Alexandria Kosteniuk became a women’s grandmaster at age fourteen! Here, she finishes off I. Zakurdjaeva in 1998. How did she do it?
Bruce Alberston, a wonderful chess teacher and author as well as very strong master, died in the last week in November. He authored some 20 books, the most popular being his chess puzzle books. They were popular with amateur players and coaches because they really honed your tactical skills. He even challenged you with mates in one! Today’s composition is just that: mate in one!
Attacking a castled position is easier when there are no defenders in front. Here, we have some stout supporters of the king. How did Black get through or around them? A hint, Black had just sacrificed his knight on g2 and White took it with the king. Why did Black do that?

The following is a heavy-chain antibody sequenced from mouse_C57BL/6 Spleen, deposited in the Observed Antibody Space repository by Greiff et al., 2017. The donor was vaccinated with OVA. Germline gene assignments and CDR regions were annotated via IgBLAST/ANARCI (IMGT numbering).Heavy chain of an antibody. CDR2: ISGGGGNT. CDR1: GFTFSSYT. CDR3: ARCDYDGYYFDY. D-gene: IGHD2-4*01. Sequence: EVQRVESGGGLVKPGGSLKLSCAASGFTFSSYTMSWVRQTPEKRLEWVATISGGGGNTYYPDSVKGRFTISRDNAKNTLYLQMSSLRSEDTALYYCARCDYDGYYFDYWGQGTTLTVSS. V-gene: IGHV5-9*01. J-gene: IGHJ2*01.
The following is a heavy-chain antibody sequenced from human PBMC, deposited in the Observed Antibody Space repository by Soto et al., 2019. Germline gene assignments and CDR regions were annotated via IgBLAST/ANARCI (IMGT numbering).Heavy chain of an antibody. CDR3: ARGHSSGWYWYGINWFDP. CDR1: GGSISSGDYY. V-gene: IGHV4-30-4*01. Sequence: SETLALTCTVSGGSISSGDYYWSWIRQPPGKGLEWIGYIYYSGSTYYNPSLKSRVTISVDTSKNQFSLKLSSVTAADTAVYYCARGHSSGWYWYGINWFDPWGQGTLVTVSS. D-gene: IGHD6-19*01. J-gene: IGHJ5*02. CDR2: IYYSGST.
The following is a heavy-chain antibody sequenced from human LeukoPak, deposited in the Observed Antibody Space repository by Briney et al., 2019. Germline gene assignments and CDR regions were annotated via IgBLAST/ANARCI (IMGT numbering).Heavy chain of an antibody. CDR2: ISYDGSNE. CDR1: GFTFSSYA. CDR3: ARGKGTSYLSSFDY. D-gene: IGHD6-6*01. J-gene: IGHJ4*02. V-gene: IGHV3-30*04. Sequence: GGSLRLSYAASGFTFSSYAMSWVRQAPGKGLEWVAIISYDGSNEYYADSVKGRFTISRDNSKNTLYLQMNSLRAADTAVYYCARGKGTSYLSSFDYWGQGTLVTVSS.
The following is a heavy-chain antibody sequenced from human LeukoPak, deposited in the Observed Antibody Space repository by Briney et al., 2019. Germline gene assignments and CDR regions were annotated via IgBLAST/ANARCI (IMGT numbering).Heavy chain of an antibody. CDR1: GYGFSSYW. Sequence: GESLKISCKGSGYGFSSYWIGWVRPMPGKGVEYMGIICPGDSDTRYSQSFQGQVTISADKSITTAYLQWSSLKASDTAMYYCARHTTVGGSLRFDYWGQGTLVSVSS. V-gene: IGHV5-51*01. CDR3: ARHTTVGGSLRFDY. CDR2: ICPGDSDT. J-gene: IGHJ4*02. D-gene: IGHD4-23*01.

I have to apologize for the wrong diagram set-up in the previous puzzle. If you played through the game score you would have noticed that the knight should be on f3. So, in the spirit of diagram fun, here’s a different problem. White has more than one mate in one in this position. The question is how many mates in one are there?
OK, this is a position that leads to checkmate; however it takes a while.It is a forcing line, though, so it’s doable. This is from a real game:Reeders-Nauta, Amsterdam, 1917: 1.e4 e5 2.Nc3 Nf6 3.f4 d5 4.fxe5 Nxe4 5.Nf3 Nc6 6.Be2 Bc5 7.d4 Nxd4 8.Nxd4 Qh4+ 9.g3 Nxg3 10.Nf3
OK, this is a position that leads to checkmate; however it takes a while.It is a forcing line, though, so it’s doable.